• Mr. Freeze: The tragic villain lives on as nothing but an immortal head preserved by Derek Powers. He is used as a test subject for an attempt to clone Powers a new body. However, Freeze's new body begins to get the same symptoms as his previous body, and after Power's scientist tries to eliminate Freeze to study the problem, he seeks revenge, facing off in one final battle with Blight and Batman. Voiced again by Michael Ansara.
  • Ra's al Ghul: Living on by possessing his daughter Talia's body (effectively killing her), the seemingly immortal Ra's intends to take over Bruce Wayne's body and gain control of Wayne Enterprises as a means of revenge against his former foe. Voiced again by David Warner and Olivia Hussey as Talia.
  • Dr. Able Cuvier: A doctor who starts a trend in infusing animal biology, also known as "splicing," with human DNA. He mutates himself into a chimera to battle Batman. The technology of splicing becomes outlawed shortly after his defeat, but continues to surface as an illegal subculture throughout the series. Voiced by Ian Buchanan of The Bold and the Beautiful fame.
  • Bane: Bane's condition has since deteriorated, leaving only a withered husk of a man confined to a wheelchair. The substance that gave him his strength, Venom, is now the only thing keeping him alive. When someone begins selling Venom-laced "slapper" patches to teenagers, it is discovered that Bane's personal attendant named Jackson Chappell (voiced by Larry Drake) now has the formula and is mass-producing it. During a battle with Batman, the attendant overdoses on the slapper patches, apparently sending him into a coma.
  • Charlie "Big Time" Bigelow: Charlie Bigelow was a loudmouth hoodlum and a former friend of Terry McGinnis who got involved with the wrong crowd, and ended up becoming a mutated powerhouse. Voiced by Stephen Baldwin and later Clancy Brown.
  • The Royal Flush Gang: A crime family of five members; the husband and wife "King" and "Queen" (Mr. and Mrs. Walker), their daughter Ten (Melanie Walker), their son Jack (Jack Walker) and their bodyguard Ace (an android). Melanie develops a relationship with Terry, similar to the original Batman's relationship with Catwoman.
  • Willie Watt: A nerd at Hamilton Hill High who seeks revenge on his classmates and his father. He controlled a robot called the GoLeM (Galvanized Lifting Machine). But it was destroyed by Batman and was sent to a county juvenile for 3 years. However, his experience with GoLeM made him develop a telekinetic ability. Voiced by Scott McAfee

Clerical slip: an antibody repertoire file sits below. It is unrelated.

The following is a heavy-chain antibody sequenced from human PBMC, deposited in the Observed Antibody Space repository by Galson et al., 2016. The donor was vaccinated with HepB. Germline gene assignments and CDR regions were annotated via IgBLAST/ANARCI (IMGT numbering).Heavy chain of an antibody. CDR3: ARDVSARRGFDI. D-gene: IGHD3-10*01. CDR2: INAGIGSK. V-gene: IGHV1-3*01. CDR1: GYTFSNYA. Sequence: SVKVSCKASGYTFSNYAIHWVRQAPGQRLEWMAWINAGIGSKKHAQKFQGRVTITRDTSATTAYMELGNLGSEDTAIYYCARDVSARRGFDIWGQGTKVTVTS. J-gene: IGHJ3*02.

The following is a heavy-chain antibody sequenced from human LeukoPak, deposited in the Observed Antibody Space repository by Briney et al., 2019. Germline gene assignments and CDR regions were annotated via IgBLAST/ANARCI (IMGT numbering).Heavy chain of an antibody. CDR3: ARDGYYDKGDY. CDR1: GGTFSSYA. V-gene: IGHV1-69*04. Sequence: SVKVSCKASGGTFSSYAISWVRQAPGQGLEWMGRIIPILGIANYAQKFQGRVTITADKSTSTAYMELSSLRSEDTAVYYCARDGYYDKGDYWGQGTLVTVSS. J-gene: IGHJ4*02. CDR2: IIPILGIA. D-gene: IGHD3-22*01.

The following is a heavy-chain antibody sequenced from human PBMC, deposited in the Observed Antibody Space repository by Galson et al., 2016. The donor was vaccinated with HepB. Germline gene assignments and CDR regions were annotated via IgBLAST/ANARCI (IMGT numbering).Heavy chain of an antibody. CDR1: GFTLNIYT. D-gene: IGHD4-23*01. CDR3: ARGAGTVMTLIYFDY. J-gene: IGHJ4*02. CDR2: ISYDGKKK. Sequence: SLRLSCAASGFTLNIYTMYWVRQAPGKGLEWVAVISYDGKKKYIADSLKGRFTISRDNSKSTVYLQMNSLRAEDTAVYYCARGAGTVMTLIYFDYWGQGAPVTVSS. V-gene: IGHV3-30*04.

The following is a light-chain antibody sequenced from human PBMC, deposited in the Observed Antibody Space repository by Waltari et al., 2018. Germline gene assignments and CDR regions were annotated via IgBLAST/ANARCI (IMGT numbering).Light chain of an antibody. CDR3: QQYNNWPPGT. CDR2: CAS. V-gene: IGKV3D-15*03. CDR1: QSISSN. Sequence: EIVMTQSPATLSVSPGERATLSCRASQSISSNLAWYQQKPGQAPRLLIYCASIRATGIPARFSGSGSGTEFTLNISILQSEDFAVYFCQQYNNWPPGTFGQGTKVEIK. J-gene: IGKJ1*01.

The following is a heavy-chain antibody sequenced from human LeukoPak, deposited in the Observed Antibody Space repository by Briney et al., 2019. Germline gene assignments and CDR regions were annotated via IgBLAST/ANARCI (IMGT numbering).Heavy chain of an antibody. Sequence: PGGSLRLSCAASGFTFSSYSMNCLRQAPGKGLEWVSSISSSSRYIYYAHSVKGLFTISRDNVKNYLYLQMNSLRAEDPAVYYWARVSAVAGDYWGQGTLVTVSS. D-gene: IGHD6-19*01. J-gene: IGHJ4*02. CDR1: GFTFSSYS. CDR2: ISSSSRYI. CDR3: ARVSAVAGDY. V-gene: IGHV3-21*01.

To help carry off the feel of a world 20–40 years in the future, Batman Beyond employed a group of slang terms either specifically invented or with altered usage.

  • Schway: An adjective generally synonymous with "cool."
  • Slag: General purpose expletive used as both noun and verb. Interestingly, this term may have been inspired by the use of the same word by characters in Beast Wars: Transformers who used the word in much the same manner[citation needed]. Incidentally the word is in usage in British slang, where it refers to a promiscuous woman.
  • Dreg: generally meaning "lowlife."
  • Slapper: A futuristic form of steroids, administered by a transdermal patch that is "slapped" onto the skin. It is later revealed that the drug is Venom, the same poison that gave Bane strength. (episode: "The Winning Edge") The word is in usage in British and Irish slang, where it refers to a woman dressed in revealing and offensive clothing.
  • Twip: Generally meaning "twerp" or "twit".
  • Credits (or creds): The general currency is referred to as "credits," and are carried on plastic cards.
  • Atrac a parallel of Amtrak, it appears to be a monorail-like railway service which travels nationally.

Post-series crossovers: 2004–2005

# Title Director(s) Writer(s) Original Airdate(s)
40 "Future Shock" Vic Dal Chele Stan Berkowitz January 17, 2004 (2004-01-17)
Static is sent 40 years into the future, where he has to help the Batman of that era, Terry McGinnis, save a captured superhero: Static's future self. 
# Title Director(s) Writer(s) Original Airdate(s)
12 "The Once and Future Thing, Part 1: Weird Western Tales" Dan Riba Dwayne McDuffie January 22, 2005 (2005-01-22)
Batman, Wonder Woman, and Green Lantern chase Chronos to the past, where they team up with some of the greatest DC heroes of the Old West. After defeating stolen future tech in that era, they again follow Chronos to the future. Warhawk from the Batman Beyond era is revealed to be Green Lantern and Hawkgirl's son. Guest starring: Bat-Lash, Jonah Hex, and other DC characters from the Old West. This episode also teases with the idea of Wonder Woman and Batman having a relationship. 
13 "The Once and Future Thing, Part 2: Time Warped" Joaquim dos Santos Dwayne McDuffie January 29, 2005 (2005-01-29)
Batman, Green Lantern, and Wonder Woman's pursuit of Chronos takes them to the future Gotham City of Batman Beyond, just in time to face a battle with a group of Jokerz beside that era's Justice League. The time travellers are taken to the JLU's refuge. An older Bruce Wayne reveals the street gang they fought together was enhanced by Chronos who lead them to kill the rest of the League of that era. The combined heroes defeat the retooled Jokerz, and Batman traps Chronos in a time loop, right before he started his first time travel. This episode contains references to Crisis on Infinite Earths. The second time in the DCAU in which Hal Jordan appears as Green Lantern
26 "Epilogue" Dan Riba Dwayne McDuffie July 23, 2005 (2005-07-23)
In the future, Amanda Waller reveals to an older Terry McGinnis that through her scientific manipulations, he is actually Bruce Wayne's son. The final scene in this episode mirrors the first scene in Batman: The Animated Series, as the creative team thought it could possibly be the final JLU episode.